Effects of Surface Tension on Film Condensation in a Porous Medium

[+] Author and Article Information
A. Majumdar, C. L. Tien

Department of Mechanical Engineering, University of California, Berkeley, CA 94720

J. Heat Transfer 112(3), 751-757 (Aug 01, 1990) (7 pages) doi:10.1115/1.2910450 History: Received August 11, 1988; Revised October 02, 1989; Online May 23, 2008


In the process of film condensation in a porous medium, the thermodynamics of phase equilibria requires the existence of a two-phase zone lying between the liquid and the vapor regions. In the two-phase zone, solutions of the conservation equations indicate a boundary-layer profile for the capillary pressure. The liquid zone is analyzed using three models, which assume either slip or no slip at the wall and Darcy velocity or no shear at the interface with the two-phase zone. The results show that the condition of no slip at the wall must be satisfied in all cases except where the thickness of the liquid zone is much larger than the characteristic boundary layer in the porous medium. At the interface with the two-phase zone, the assumption of no shear is more realistic than that of an imposed Darcy velocity, in conjunction with no-slip condition at the wall. Comparisons with experiments suggest that the drag on the liquid film due to surface tension is significant for permeabilities lower than 10−7 m2 . A dimensionless group, characterizing viscous flow due to surface tension forces, is introduced in this study.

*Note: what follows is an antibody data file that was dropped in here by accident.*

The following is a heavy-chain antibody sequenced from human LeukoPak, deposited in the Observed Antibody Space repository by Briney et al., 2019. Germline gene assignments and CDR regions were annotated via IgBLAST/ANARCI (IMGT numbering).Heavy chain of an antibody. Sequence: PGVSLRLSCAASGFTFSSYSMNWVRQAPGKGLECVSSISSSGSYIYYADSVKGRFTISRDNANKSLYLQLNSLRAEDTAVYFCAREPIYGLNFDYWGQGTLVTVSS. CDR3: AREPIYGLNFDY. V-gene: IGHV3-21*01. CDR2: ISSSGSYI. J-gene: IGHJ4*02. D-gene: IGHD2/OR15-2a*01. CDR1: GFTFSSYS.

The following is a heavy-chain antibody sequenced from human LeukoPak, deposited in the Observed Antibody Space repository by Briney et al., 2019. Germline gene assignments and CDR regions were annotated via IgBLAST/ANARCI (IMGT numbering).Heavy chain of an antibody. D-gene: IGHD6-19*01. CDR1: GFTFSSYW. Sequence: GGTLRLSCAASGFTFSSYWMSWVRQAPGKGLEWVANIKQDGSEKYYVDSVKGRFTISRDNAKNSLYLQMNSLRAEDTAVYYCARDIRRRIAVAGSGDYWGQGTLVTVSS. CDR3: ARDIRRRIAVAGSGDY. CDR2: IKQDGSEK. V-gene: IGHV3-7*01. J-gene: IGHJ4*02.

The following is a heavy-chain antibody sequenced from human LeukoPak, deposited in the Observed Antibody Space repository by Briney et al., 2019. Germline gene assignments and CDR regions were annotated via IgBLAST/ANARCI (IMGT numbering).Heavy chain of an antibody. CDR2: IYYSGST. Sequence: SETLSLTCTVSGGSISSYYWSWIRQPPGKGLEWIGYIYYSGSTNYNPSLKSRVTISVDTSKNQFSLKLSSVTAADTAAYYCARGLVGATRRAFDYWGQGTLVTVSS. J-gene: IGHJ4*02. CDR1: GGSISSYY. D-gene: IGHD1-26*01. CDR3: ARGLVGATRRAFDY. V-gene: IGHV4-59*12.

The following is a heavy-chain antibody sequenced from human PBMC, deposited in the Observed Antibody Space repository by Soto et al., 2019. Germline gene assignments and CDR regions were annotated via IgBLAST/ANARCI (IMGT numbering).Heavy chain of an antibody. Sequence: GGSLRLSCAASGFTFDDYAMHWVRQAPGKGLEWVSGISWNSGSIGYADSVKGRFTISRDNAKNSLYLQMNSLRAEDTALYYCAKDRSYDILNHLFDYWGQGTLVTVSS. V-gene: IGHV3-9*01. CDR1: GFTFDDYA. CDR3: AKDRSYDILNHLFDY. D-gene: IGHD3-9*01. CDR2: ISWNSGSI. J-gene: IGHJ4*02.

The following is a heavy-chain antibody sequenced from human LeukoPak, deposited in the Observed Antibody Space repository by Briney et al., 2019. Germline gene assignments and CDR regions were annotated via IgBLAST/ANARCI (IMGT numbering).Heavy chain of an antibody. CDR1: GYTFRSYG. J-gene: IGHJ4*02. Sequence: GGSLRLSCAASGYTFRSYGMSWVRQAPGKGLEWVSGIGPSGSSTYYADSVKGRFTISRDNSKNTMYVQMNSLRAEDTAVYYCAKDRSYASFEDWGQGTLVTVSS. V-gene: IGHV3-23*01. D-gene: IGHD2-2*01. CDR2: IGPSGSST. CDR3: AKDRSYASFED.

Copyright © 1990 by The American Society of Mechanical Engineers
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